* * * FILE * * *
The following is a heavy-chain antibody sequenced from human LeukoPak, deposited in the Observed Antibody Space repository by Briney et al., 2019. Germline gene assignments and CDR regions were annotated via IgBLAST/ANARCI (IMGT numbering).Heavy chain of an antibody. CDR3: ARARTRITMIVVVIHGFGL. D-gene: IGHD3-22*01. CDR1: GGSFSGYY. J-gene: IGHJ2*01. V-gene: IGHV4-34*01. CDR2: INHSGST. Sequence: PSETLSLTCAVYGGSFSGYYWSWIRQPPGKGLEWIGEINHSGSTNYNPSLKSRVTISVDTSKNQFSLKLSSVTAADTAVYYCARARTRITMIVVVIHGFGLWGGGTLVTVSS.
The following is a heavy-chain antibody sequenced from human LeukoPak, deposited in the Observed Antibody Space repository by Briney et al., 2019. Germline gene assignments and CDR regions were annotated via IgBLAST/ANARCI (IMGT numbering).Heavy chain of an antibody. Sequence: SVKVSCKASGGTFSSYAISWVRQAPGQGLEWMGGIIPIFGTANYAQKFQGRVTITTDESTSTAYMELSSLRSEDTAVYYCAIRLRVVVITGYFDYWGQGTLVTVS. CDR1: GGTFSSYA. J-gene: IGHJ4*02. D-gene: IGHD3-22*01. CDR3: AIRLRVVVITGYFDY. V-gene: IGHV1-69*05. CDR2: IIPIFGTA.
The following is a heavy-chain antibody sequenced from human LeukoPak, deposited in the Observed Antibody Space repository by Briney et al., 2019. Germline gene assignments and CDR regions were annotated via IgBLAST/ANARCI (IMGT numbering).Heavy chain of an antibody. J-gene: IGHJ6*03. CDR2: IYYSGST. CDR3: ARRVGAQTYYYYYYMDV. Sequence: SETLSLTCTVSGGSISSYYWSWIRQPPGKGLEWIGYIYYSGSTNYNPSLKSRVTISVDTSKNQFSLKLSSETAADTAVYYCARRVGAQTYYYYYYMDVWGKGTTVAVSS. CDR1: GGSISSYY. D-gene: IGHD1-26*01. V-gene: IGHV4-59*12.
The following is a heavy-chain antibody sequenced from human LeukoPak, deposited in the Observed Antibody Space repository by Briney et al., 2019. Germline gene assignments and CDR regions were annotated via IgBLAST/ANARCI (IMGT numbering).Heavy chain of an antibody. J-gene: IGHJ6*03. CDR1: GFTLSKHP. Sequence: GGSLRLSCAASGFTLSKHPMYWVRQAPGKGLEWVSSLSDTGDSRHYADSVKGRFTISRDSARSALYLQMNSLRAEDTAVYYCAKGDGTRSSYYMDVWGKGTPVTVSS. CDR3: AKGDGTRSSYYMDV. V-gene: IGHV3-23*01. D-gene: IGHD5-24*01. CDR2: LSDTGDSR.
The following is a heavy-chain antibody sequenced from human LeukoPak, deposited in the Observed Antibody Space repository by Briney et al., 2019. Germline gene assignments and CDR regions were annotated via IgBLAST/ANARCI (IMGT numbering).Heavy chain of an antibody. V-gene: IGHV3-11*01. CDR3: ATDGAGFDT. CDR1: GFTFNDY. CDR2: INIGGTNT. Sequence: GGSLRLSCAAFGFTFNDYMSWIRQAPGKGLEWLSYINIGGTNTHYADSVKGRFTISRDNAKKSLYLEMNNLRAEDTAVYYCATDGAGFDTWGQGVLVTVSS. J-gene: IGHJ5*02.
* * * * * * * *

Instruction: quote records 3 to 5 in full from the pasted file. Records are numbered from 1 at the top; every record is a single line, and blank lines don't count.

The following is a heavy-chain antibody sequenced from human LeukoPak, deposited in the Observed Antibody Space repository by Briney et al., 2019. Germline gene assignments and CDR regions were annotated via IgBLAST/ANARCI (IMGT numbering).Heavy chain of an antibody. J-gene: IGHJ6*03. CDR2: IYYSGST. CDR3: ARRVGAQTYYYYYYMDV. Sequence: SETLSLTCTVSGGSISSYYWSWIRQPPGKGLEWIGYIYYSGSTNYNPSLKSRVTISVDTSKNQFSLKLSSETAADTAVYYCARRVGAQTYYYYYYMDVWGKGTTVAVSS. CDR1: GGSISSYY. D-gene: IGHD1-26*01. V-gene: IGHV4-59*12.
The following is a heavy-chain antibody sequenced from human LeukoPak, deposited in the Observed Antibody Space repository by Briney et al., 2019. Germline gene assignments and CDR regions were annotated via IgBLAST/ANARCI (IMGT numbering).Heavy chain of an antibody. J-gene: IGHJ6*03. CDR1: GFTLSKHP. Sequence: GGSLRLSCAASGFTLSKHPMYWVRQAPGKGLEWVSSLSDTGDSRHYADSVKGRFTISRDSARSALYLQMNSLRAEDTAVYYCAKGDGTRSSYYMDVWGKGTPVTVSS. CDR3: AKGDGTRSSYYMDV. V-gene: IGHV3-23*01. D-gene: IGHD5-24*01. CDR2: LSDTGDSR.
The following is a heavy-chain antibody sequenced from human LeukoPak, deposited in the Observed Antibody Space repository by Briney et al., 2019. Germline gene assignments and CDR regions were annotated via IgBLAST/ANARCI (IMGT numbering).Heavy chain of an antibody. V-gene: IGHV3-11*01. CDR3: ATDGAGFDT. CDR1: GFTFNDY. CDR2: INIGGTNT. Sequence: GGSLRLSCAAFGFTFNDYMSWIRQAPGKGLEWLSYINIGGTNTHYADSVKGRFTISRDNAKKSLYLEMNNLRAEDTAVYYCATDGAGFDTWGQGVLVTVSS. J-gene: IGHJ5*02.